In late 2019, the de-facto authorities in Sana’a imposed new and unacceptable restrictions and requirements on NGOs, leading many of our organizations to scale back our activities to comply with humanitarian principles. Throughout this year, however, there have been improvements across the seven benchmarks set by the international community to measure progress on access. The de facto authorities halted their demand for a 2% levy on humanitarian activities, removed red line clauses from agreements, signed Principal Agreements and sub-agreements, and allowed independent assessments of needs and monitoring missions to move forward. We believe these improvements are the result of painstaking, good-faith negotiations led by the United Nations and supported by the U.S. and other donors as well as humanitarian organizations’ collective advocacy and recalibration of activities through a risk-based approach, but less so a direct result of the U.S. funding suspension. While operating in Yemen remains challenging, there is now an improved environment for the delivery of life-saving assistance in northern Yemen. Despite ongoing access challenges, NGO partners have continued to operate and deliver principled assistance with other donor funds.
Improved humanitarian access has been accompanied by stringent accountability and monitoring mechanisms imposed by the humanitarian community and donors. These mechanisms can and should remain in place to ensure a high level of scrutiny continues. As we do in any context, we, and other humanitarian actors, continue to halt activities if they face interference, unacceptable risk of diversion, or other measures that violate humanitarian principles.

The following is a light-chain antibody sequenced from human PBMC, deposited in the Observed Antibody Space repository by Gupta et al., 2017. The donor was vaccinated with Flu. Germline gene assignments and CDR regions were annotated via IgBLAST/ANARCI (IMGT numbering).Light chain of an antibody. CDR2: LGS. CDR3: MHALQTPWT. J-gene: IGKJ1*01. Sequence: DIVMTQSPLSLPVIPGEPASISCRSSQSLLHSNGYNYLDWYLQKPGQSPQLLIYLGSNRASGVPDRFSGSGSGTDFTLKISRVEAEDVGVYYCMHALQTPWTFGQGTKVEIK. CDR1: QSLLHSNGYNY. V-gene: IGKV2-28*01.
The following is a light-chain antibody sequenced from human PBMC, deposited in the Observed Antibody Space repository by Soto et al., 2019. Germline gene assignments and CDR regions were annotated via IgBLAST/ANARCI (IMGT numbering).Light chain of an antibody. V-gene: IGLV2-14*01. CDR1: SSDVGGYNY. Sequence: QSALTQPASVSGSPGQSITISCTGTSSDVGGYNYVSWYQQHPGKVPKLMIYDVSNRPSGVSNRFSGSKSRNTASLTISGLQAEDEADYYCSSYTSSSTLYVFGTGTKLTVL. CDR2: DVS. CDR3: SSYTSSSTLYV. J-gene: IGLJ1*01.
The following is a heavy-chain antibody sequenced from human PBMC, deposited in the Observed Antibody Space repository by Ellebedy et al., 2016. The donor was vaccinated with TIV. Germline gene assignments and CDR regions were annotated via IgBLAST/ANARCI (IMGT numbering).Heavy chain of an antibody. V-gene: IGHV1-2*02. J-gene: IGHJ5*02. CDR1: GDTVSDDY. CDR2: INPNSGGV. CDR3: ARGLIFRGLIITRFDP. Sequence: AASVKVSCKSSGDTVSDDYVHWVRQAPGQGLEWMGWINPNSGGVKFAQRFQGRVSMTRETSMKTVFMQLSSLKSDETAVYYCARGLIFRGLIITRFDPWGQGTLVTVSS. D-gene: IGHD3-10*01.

We appreciate that ensuring assistance is implemented in a principled way is central to USAID’s mission and the overall objectives of the U.S. government in Yemen. We share your concerns about unacceptable interference in humanitarian programs. We are ready and able to deliver principled, life-saving assistance to those most in need but need the U.S. to provide the funding and diplomatic engagement to support this work in all parts of the country. We therefore reiterate our call for USAID to immediately lift the suspension and restore funding for humanitarian aid across Yemen. Time is running out for tens of millions of Yemenis. As we do in challenging environments all over the world, humanitarians have stayed and delivered in Yemen in the midst of complex crises. But our ability to do so now is jeopardized unless the U.S. changes course. An immediate reinstatement of funding is the only way to achieve our shared goal of saving Yemeni lives and preventing further suffering.
David Miliband, President and Chief Executive Officer, International Rescue Committee
Jan Egeland, Secretary General, Norwegian Refugee Council
Abby Maxman, President and Chief Executive Officer, Oxfam America
Michelle Nunn, President and Chief Executive Officer, CARE
Janti Soeripto, President and Chief Executive Officer, Save the Children USA
Beth deHamel, Interim Chief Executive Officer, Mercy Corps
The International Rescue Committee responds to the world’s worst humanitarian crises, helping to restore health, safety, education, economic wellbeing, and power to people devastated by conflict and disaster. Founded in 1933 at the call of Albert Einstein, the IRC is at work in over 40 countries and over 20 U.S. cities helping people to survive, reclaim control of their future, and strengthen their communities. Learn more at www.rescue.org and follow the IRC on Twitter & Facebook.